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21 August 2012, 06:29
School leavers in the North East are in for a harder time finding work than teenagers in the rest of the country.
A study's shown school leavers are set to face a postcode lottery in finding jobs, as youth unemployment soars in parts of the UK.
It argues that there is now a north-south divide, with youngsters in the North East and Scotland facing the worst prospects.
At the same time, London and the South East remain relatively unaffected by youth unemployment, according to a study by education specialists Ambitious Minds.
The study warns warns that teenagers who are picking up their GCSE results this week have seen the most "dramatic'' changes to their prospects and expectations than any other secondary school year group for 70 years.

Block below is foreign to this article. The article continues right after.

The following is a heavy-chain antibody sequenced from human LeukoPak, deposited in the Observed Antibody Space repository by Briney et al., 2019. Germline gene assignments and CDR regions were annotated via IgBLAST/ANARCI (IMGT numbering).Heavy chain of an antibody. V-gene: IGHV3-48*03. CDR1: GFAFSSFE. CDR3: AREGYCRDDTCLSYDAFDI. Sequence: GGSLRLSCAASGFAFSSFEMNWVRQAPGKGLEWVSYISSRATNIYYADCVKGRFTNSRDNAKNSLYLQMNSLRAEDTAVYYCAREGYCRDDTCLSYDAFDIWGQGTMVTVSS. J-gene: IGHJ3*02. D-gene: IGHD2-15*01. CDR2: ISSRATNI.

When they began their education, and when they started secondary school, unemployment rates were low.
But the last five years have brought "economic deterioration, systemic failures, false dawns and empty promises,'' it says.
The organisation looked at the impact of the recession on job prospects and found hotspots of youth unemployment throughout the UK, based on published figures.
The North East, Scotland and Yorkshire and the Humber have all had rises in youth unemployment that are twice as large as those in London and the South East, which have seen only small increases, it claims.
Overall, the North East of England had seen the biggest rises. In September 2007, 5.1% of 16-to-24-year-olds in the region were claiming jobseekers' allowance. By July 2012 this had risen to 8.6% - an increase of 3.5 percentage points.
Sean McGuire, chief executive of Ambitious Minds, said:
"Those areas which have suffered disproportionately in the last five years need support to prevent unemployment, and especially long-term unemployment, becoming normalised.
As the economy stagnates, young people and the organisations which support them must understand and grapple with the employment issues that are facing them.''
The latest official unemployment figures showed that in the three months to June, 1.01 million 16-to-24-year-olds were considered out of work, down 4,000 down on the previous three months.